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Author Topic: Dealing with dialogue  (Read 8520 times)

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superpsycho

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Dealing with dialogue
« on: 11/09-12:34 »

When writing dialogue, imagining you're each character helps to develop realistic sentences but remember you're not really duplicating how people actually talk since you want to leave out the boring parts, characters speaking over each other, saying "ah" "um" and "er" a lot, and jumping from one topic to another without any warning.

It's also best to avoid trying to put out a lot of information in dialogue all at once, which can make it dry.

The main thing is providing enough information to establish the context of the scene surrounding the dialogue in the way of action, thought or emotion. It doesn't have to be a lot, just enough to give some depth and authenticity to the scene, and is pertinent to the story, plot or subplot.

In a novel, the reader can't see the character's actions or emotions. If an author tries to describe every little item of a scene they have in their head as if it was a movie image, then they'll more than likely end up overwhelming the story. A writer is better off providing just enough information to give a sense of what's happening without going overboard.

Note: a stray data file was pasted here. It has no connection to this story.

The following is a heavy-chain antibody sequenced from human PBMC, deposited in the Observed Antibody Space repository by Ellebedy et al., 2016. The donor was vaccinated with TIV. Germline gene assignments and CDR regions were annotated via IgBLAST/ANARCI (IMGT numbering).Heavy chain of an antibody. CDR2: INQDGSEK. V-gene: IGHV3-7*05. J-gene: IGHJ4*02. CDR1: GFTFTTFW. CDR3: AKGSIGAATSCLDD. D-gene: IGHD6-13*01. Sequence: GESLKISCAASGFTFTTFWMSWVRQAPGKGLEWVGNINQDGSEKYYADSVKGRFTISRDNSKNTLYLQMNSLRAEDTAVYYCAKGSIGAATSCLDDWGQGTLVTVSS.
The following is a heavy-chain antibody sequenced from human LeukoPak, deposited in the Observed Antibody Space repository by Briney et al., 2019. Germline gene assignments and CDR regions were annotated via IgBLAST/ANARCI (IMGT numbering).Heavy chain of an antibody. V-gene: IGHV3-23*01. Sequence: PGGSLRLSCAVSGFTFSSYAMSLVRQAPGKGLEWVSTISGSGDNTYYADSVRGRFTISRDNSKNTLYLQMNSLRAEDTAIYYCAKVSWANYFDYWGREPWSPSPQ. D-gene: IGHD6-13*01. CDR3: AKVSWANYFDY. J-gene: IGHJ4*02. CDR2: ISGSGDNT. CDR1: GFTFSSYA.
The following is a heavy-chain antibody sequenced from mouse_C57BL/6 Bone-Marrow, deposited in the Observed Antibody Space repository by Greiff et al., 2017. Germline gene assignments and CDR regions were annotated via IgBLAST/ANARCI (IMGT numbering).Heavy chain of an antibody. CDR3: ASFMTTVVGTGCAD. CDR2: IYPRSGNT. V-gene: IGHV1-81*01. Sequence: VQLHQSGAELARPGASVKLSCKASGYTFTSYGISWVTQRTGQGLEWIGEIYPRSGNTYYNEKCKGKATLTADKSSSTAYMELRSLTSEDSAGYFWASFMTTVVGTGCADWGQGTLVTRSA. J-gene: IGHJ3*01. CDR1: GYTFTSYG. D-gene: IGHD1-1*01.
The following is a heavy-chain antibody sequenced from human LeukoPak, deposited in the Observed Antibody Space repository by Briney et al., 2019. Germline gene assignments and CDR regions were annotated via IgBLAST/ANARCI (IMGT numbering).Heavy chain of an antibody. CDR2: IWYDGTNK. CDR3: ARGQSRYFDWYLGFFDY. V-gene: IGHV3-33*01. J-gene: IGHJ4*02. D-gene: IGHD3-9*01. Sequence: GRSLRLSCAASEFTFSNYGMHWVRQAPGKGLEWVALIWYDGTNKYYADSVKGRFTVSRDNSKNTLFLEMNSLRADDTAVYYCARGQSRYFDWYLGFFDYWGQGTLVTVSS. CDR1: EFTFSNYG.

Version one:

"You know you're an idiot," said John.

"You think so?"

"Oh course I do or I wouldn't have just said so."

"Maybe, you're right," Max said. "So you think I should tell her?"

"Definitely, and the sooner the better."

"Okay, I will."

John Looked down at his friend and wondered if he was all right.

Version two:

"You know you're an idiot," John mumbled, the slurring of his words getting worse with each glass of brandy.

Max looked at him with blood shot eyes he was finding difficult to keep open, "You think so?"

"Oh course I do or I wouldn't have just said so," his best friend replied with an indignant stare, as he refilled Max's glass.

"Maayybe, you're right," Max got out as his head dropped in resignation, then jerked up to look at John with one eye closed. "Sooo... you think I should tell her?"

"Def—hic—initely... and the sooner the better."

"Okaaay... I will," Max promised as he passed out and slid to the floor.

John Looked down at his friend and wondered if he was all right.


Links:
Tips for Writing Dialogue in Fiction
Writing Dialogue
9 Rules For Writing Dialogue

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